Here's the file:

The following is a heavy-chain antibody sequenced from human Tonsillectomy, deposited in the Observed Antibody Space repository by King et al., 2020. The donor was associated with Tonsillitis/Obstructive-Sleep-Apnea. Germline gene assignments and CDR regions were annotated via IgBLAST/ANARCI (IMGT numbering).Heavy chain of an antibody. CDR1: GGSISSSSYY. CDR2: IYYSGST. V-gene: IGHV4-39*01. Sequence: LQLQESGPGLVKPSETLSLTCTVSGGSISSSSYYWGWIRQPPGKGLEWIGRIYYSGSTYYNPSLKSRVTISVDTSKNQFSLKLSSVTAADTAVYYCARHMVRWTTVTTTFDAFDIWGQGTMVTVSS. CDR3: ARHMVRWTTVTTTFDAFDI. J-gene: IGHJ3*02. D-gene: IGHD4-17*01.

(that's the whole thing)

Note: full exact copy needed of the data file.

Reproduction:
The following is a heavy-chain antibody sequenced from human Tonsillectomy, deposited in the Observed Antibody Space repository by King et al., 2020. The donor was associated with Tonsillitis/Obstructive-Sleep-Apnea. Germline gene assignments and CDR regions were annotated via IgBLAST/ANARCI (IMGT numbering).Heavy chain of an antibody. CDR1: GGSISSSSYY. CDR2: IYYSGST. V-gene: IGHV4-39*01. Sequence: LQLQESGPGLVKPSETLSLTCTVSGGSISSSSYYWGWIRQPPGKGLEWIGRIYYSGSTYYNPSLKSRVTISVDTSKNQFSLKLSSVTAADTAVYYCARHMVRWTTVTTTFDAFDIWGQGTMVTVSS. CDR3: ARHMVRWTTVTTTFDAFDI. J-gene: IGHJ3*02. D-gene: IGHD4-17*01.